Precedents and Exceptions
Regardless of the validity of Yoder, it was certainly a case in which the Court unanimously granted a religious exemption to a neutral law, neutrally applied; and therefore the Smith decision did, at least partially, overturn precedent. But Smith was hardly the first Free Exercise case to do so; indeed, such is the diversity of case results that it would be nearly impossible not to invalidate a previous Court ruling. The first major case involving a claim to religious exemption under the Free Exercise clause was Reynolds v. United States (1879). In Reynolds, the Court unanimously rejected a member of the Church of Latter Day Saints’ claim to his right to practice polygamy, as was mandated by his church at the time. Chief Justice Morrison Waite’s opinion stated that “[l]aws are made for the government of actions, and while they cannot interfere with mere religious belief and opinions, they may with practices.”  In Reynolds, the Court established a doctrine that forbade Congress from regulating religious belief, but permitted them to regulate all religious conduct, provided they had any semblance of a secular purpose for doing so.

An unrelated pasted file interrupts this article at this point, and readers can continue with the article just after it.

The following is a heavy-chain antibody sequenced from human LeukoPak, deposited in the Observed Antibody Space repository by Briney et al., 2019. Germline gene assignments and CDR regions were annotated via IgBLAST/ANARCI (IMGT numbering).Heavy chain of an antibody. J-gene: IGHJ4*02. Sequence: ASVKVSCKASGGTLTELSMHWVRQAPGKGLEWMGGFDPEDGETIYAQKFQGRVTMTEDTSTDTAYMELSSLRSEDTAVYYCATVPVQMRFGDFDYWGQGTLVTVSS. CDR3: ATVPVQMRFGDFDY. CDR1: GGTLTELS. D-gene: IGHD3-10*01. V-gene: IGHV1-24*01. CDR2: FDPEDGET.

This quite narrow view of the Free Exercise clause lasted for over 80 years, until Cantwell v Connecticut (1940). Cantwell unanimously overturned the belief-conduct barrier established by Reynolds, ruling that “the [First] Amendment embraces two concepts—freedom to believe and freedom to act.” Without this reversal of precedent, there would be little debate over when religious exemptions are necessary; only a non-neutral law could violate Free Exercise right. Cantwell also incorporated the Free Exercise clause to the states for the first time, through the liberty provision of the Fourteenth Amendment. Soon after Cantwell, the Court delivered rulings in Minersville v. Gobitis (1940) and Jones v. Opelika (1942) that were swiftly overturned in West Virginia State Board of Education v. Barnette (1943) and Murdock v. Pennsylvania (1943), respectively. Clearly, it is not exceptional for the Court to overturn precedent. Smith itself was essentially overturned de facto, as RFRA effectively mandates the use of the Compelling Interest Test for Free Exercise exemptions at the federal level. The Supreme Court struck down RFRA’s application to the states in Boerne v. Flores (1997), but it upheld RFRA’s federal legitimacy in Gonzales v. O Centro Espirita Beneficente Uniao do Vegetal (2006), and a number of state legislatures have passed state-level RFRA equivalents.